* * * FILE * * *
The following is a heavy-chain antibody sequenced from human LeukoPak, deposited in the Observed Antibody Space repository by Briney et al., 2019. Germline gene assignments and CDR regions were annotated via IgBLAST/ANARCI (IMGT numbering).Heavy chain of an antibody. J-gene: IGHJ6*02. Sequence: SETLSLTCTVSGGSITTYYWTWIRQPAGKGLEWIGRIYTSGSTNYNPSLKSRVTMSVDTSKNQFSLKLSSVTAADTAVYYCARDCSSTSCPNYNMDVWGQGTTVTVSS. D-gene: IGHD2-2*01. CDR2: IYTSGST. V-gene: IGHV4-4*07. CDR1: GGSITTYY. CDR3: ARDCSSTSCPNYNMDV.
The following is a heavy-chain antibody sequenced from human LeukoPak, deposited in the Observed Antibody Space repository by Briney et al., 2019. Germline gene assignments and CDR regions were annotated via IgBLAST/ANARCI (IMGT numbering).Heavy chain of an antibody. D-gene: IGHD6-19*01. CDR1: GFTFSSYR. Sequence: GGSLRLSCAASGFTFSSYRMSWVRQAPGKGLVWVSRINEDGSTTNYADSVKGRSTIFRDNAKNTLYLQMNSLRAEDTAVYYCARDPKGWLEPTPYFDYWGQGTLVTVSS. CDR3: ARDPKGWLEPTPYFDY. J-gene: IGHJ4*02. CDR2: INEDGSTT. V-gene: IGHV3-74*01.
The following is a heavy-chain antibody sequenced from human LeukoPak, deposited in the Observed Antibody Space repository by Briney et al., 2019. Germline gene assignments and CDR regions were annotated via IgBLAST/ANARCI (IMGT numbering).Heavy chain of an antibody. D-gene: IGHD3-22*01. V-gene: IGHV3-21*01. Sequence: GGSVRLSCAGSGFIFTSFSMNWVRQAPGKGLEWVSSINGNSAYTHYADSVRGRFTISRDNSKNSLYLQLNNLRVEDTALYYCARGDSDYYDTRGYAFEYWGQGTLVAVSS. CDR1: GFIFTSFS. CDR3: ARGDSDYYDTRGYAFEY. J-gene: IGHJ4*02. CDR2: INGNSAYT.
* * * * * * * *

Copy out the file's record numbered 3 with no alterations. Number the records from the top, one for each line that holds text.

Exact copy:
The following is a heavy-chain antibody sequenced from human LeukoPak, deposited in the Observed Antibody Space repository by Briney et al., 2019. Germline gene assignments and CDR regions were annotated via IgBLAST/ANARCI (IMGT numbering).Heavy chain of an antibody. D-gene: IGHD3-22*01. V-gene: IGHV3-21*01. Sequence: GGSVRLSCAGSGFIFTSFSMNWVRQAPGKGLEWVSSINGNSAYTHYADSVRGRFTISRDNSKNSLYLQLNNLRVEDTALYYCARGDSDYYDTRGYAFEYWGQGTLVAVSS. CDR1: GFIFTSFS. CDR3: ARGDSDYYDTRGYAFEY. J-gene: IGHJ4*02. CDR2: INGNSAYT.